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Letters to the Editor

Letter: Up to citizens to stop flow of politicians' lies

To the Editor:

In the past few years it seems that it has become increasingly difficult to distinguish between truthful statements and lies, at least at the federal executive level.

As a glaring example, according to the Washington Post, our president has lied more than 10,000 times since taking office. At times it seems as if the public discourse in this country has become poisoned.

We were already used to politicians evading questions, stretching the truth a bit, and putting a positive spin on things so as not to offend constituents.

But we are not as accustomed to out-and-out lying. Not only are lies immoral, but they are stupid, since so many facts can be accurately checked.

It would be nice to have politicians and executives who care about their reputations for truthfulness, whose stated "facts" can be checked and found to be accurate, or at least not lies.

Is there a remedy that can be used to combat this policy of lying? Or must we resign ourselves to living in a world of "the big lie," as in the Germany of the 1930's and the Soviet Union of the 1950's?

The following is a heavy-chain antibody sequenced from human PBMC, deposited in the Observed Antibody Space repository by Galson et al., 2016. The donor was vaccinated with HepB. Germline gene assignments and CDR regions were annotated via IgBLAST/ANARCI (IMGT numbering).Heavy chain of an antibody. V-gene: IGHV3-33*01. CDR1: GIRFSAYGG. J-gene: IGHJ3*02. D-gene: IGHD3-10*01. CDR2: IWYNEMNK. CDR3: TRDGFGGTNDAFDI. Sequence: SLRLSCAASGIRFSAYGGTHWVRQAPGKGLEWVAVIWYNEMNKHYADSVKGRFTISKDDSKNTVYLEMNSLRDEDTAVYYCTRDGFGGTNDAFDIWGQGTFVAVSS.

The best sort of remedy would be for the press, other media and online pundits to continually fact check and put out corrections loud and clear. But not only that: We as citizens must always be on the alert.

If something doesn't sound quite right (a "deep-fake" video, for instance), check it out -- on reliable websites, recorded mainstream newscasts, in objective history, science and political science books, and in news articles from reputable mainstream sources.

In addition, protest, if necessary. If you know the truth and know that a politician has lied, call the office of the untruthful politician, call your own legislative representatives, write letters and emails to them, and write letters to the editor of your local paper, pointing out serious discrepancies. In the most extreme cases, stand in front of a politician's office or in another public place with like-minded truth-seekers.

The point is to not be silent, because the cliché "Silence gives consent" may be quite true. In any event, don't go along with dishonesty, corruption and lies.

To a great extent, restoring civil, truthful public discourse depends on us, the American citizenry.

Mary Lee Cozad

DeKalb

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